Thursday, February 21, 2013

A night off?!?

Night off

This is the first evening all year when I haven't had grading or other work to do. On top of that, my room mate is away for a job interview in Wisconsin (good luck Melissa!). So I'm home alone with pretty much nothing to do but blog about how glorious this night is. So glorious. 

Quiz tomorrow

Tomorrow we're giving our first assessment for the quadrilaterals unit. I'm not totally in love with the assessment but it'll get the job done. I think some of my students will even do reasonably well on it. Actually, given data from past years (last year I witnessed it and the other geometry teachers have seen it year after year), this will probably be the lowest performance on any assessment we have given or will give this year. The unit, Properties of Quadrilaterals, requires students to memorize a lot of information about quadrilaterals. They just aren't interested in memorizing information. I have been telling them to study from their notes. I've given them pointers on how to study and what, specifically to study. You know what I haven't done, though? I haven't ever had them actually study in class. As I think about it, I bet nearly none of my students actually know how to study. And this would have been an awesome unit to teach then those skills. Maybe next time? 

Maybe tomorrow. The quizzes take about half the period. The curriculum that we're using says we're supposed to finish a matching activity in which students match properties of quadrilaterals with their names, shapes, and area formulae (I'd share the whole activity here except I didn't create it and I think it would be inappropriate to post on the internet someone else's work without their permission). But maybe I'll spend the first half of the period leading the students in a study session. What do you think? 


  1. Hello, Kevin,

    I stumbled across your blog on Google, and as a fellow mathematics educator I thought you might be interested in learning about an educational TV show about math that we're putting together. "The Number Hunter" is going to do for math education what Bill Nye The Science Guy did for science education. I’d really appreciate your help in getting the word out about the project.
    I studied math education at Jacksonville University and the University of Florida. It became clear to me during my studies why we’re failing at teaching kids math. We're teaching it all wrong! Bill Nye taught kids that science is FUN. He showed them the EXPLOSIONS first and then the kids went to school to learn WHY things exploded. Kids learn about dinosaurs and amoeba and weird ocean life to make them go “wow”. But what about math? You probably remember the dreaded worksheets. Ugh.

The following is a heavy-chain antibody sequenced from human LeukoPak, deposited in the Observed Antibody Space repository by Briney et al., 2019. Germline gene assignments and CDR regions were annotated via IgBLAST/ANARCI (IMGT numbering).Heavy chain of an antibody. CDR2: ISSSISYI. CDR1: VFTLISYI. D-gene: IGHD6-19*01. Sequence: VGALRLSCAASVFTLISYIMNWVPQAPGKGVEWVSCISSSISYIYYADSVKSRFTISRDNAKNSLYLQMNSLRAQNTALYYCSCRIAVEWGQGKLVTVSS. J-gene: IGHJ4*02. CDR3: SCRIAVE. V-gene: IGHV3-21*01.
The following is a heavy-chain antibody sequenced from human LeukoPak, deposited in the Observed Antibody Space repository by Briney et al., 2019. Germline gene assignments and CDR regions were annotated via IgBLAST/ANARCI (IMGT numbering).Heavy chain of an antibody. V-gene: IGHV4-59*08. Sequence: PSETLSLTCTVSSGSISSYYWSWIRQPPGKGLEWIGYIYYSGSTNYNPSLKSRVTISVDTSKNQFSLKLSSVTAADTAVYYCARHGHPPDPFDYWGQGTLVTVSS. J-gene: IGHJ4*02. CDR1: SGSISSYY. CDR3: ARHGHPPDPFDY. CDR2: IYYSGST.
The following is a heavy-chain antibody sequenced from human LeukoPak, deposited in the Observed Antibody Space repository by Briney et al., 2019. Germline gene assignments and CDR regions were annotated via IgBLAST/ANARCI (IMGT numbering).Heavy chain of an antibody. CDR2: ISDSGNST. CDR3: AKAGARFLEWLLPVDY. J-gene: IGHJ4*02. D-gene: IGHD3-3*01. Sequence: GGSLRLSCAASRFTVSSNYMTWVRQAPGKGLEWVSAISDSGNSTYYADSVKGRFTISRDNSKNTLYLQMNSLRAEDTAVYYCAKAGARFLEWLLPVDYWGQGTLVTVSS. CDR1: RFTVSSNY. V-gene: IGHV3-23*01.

As a fellow math educator, I’m sure you know math is much more exciting than people think. Fractal Geometry was used to create “Star Wars” backdrops, binary code was invented in Africa, The Great Pyramids and The Mona Lisa, wouldn’t exist without geometry.
    Our concept is to create an exciting, web-based TV show that’s both fun and educational.
    If you could consider posting about the project on your blog, I’d very much appreciate it. If you have any questions, please let me know.
    Thanks in advance for your help,

  2. Quadrilaterals is a unit my students excel in. We do several hands on activities and a graphic organizer. See my site. One thing we do is make "Walls" these must be rectangles. So the students must use properties to build support. The diagonals must be congruent and bisected. We also build kites and rhombus kites. We see the perpendicular diagonals. We have done a great deal of work ahead of this unit on supplementary angles in parallel lines and parallelograms. We use curriculum. I supplant many of the "investigations" with more hands on. Do you have any ideas for circles?

    1. We formed our curriculum from the CPM curriculum. We follow the sequence that they recommend but do very few of the actual investigations with the students. We just don't have the time to cover the investigations in the book and quiz the students three times in every unit. I say we but really, being the new guy, very little of my input goes into what we teach every day. I wish I had a little more freedom. It would be more work for me but that work would be more fulfilling than just following the protocol laid out for me.

      As far as circles goes, I always like the derivation of the area and circumference of a circle from finding the area and perimeter of an infinite sided polygon that CPM does. I'd modify it so that students are looking at polygons with radii other then just one, though. That way they could build a matrix of area & circumferences for polygons with different side lengths and different radii. I wasn't able to do that with my students because it would take 2-3 days on our 7-period schedule to do it justice. We just don't have that kind of time.


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